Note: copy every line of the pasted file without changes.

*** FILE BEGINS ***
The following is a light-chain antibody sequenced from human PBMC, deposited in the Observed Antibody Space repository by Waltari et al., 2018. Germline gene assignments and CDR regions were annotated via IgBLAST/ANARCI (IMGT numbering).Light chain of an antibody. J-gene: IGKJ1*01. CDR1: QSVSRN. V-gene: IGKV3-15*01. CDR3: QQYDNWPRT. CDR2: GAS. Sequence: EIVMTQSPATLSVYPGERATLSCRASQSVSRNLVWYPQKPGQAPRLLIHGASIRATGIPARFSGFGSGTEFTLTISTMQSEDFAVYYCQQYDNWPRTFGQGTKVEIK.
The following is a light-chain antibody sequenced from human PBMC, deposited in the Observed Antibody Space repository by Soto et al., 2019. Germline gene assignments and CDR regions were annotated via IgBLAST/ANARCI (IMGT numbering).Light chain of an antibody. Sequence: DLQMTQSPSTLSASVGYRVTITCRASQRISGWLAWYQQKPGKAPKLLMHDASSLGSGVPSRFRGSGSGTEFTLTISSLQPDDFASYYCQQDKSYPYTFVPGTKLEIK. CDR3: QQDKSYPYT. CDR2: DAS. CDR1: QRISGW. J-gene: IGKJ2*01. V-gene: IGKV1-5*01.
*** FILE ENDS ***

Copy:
The following is a light-chain antibody sequenced from human PBMC, deposited in the Observed Antibody Space repository by Waltari et al., 2018. Germline gene assignments and CDR regions were annotated via IgBLAST/ANARCI (IMGT numbering).Light chain of an antibody. J-gene: IGKJ1*01. CDR1: QSVSRN. V-gene: IGKV3-15*01. CDR3: QQYDNWPRT. CDR2: GAS. Sequence: EIVMTQSPATLSVYPGERATLSCRASQSVSRNLVWYPQKPGQAPRLLIHGASIRATGIPARFSGFGSGTEFTLTISTMQSEDFAVYYCQQYDNWPRTFGQGTKVEIK.
The following is a light-chain antibody sequenced from human PBMC, deposited in the Observed Antibody Space repository by Soto et al., 2019. Germline gene assignments and CDR regions were annotated via IgBLAST/ANARCI (IMGT numbering).Light chain of an antibody. Sequence: DLQMTQSPSTLSASVGYRVTITCRASQRISGWLAWYQQKPGKAPKLLMHDASSLGSGVPSRFRGSGSGTEFTLTISSLQPDDFASYYCQQDKSYPYTFVPGTKLEIK. CDR3: QQDKSYPYT. CDR2: DAS. CDR1: QRISGW. J-gene: IGKJ2*01. V-gene: IGKV1-5*01.